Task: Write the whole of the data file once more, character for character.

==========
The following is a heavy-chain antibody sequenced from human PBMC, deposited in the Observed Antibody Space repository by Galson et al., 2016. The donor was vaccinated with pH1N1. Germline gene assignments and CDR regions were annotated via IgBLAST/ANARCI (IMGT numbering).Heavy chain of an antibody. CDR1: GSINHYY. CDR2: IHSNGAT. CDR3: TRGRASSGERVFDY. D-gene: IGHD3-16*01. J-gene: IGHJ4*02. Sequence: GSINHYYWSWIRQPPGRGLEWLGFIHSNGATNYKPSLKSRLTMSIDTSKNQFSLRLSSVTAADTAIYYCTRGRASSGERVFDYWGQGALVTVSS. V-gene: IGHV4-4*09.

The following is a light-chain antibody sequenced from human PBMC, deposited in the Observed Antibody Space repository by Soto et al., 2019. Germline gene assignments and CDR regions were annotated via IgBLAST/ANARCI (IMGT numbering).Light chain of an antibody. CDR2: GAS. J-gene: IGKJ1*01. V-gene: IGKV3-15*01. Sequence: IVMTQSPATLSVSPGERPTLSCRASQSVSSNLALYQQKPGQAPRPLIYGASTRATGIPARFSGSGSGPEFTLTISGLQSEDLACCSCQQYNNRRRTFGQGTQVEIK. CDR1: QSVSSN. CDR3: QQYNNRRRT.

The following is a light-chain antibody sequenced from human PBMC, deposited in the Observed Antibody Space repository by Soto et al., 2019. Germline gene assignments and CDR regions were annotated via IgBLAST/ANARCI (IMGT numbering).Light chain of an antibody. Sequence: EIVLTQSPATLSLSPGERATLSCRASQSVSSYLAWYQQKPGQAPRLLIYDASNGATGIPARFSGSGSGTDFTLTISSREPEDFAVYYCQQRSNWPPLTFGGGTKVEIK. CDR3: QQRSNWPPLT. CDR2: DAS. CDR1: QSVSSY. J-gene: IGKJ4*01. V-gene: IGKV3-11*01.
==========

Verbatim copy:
The following is a heavy-chain antibody sequenced from human PBMC, deposited in the Observed Antibody Space repository by Galson et al., 2016. The donor was vaccinated with pH1N1. Germline gene assignments and CDR regions were annotated via IgBLAST/ANARCI (IMGT numbering).Heavy chain of an antibody. CDR1: GSINHYY. CDR2: IHSNGAT. CDR3: TRGRASSGERVFDY. D-gene: IGHD3-16*01. J-gene: IGHJ4*02. Sequence: GSINHYYWSWIRQPPGRGLEWLGFIHSNGATNYKPSLKSRLTMSIDTSKNQFSLRLSSVTAADTAIYYCTRGRASSGERVFDYWGQGALVTVSS. V-gene: IGHV4-4*09.

The following is a light-chain antibody sequenced from human PBMC, deposited in the Observed Antibody Space repository by Soto et al., 2019. Germline gene assignments and CDR regions were annotated via IgBLAST/ANARCI (IMGT numbering).Light chain of an antibody. CDR2: GAS. J-gene: IGKJ1*01. V-gene: IGKV3-15*01. Sequence: IVMTQSPATLSVSPGERPTLSCRASQSVSSNLALYQQKPGQAPRPLIYGASTRATGIPARFSGSGSGPEFTLTISGLQSEDLACCSCQQYNNRRRTFGQGTQVEIK. CDR1: QSVSSN. CDR3: QQYNNRRRT.

The following is a light-chain antibody sequenced from human PBMC, deposited in the Observed Antibody Space repository by Soto et al., 2019. Germline gene assignments and CDR regions were annotated via IgBLAST/ANARCI (IMGT numbering).Light chain of an antibody. Sequence: EIVLTQSPATLSLSPGERATLSCRASQSVSSYLAWYQQKPGQAPRLLIYDASNGATGIPARFSGSGSGTDFTLTISSREPEDFAVYYCQQRSNWPPLTFGGGTKVEIK. CDR3: QQRSNWPPLT. CDR2: DAS. CDR1: QSVSSY. J-gene: IGKJ4*01. V-gene: IGKV3-11*01.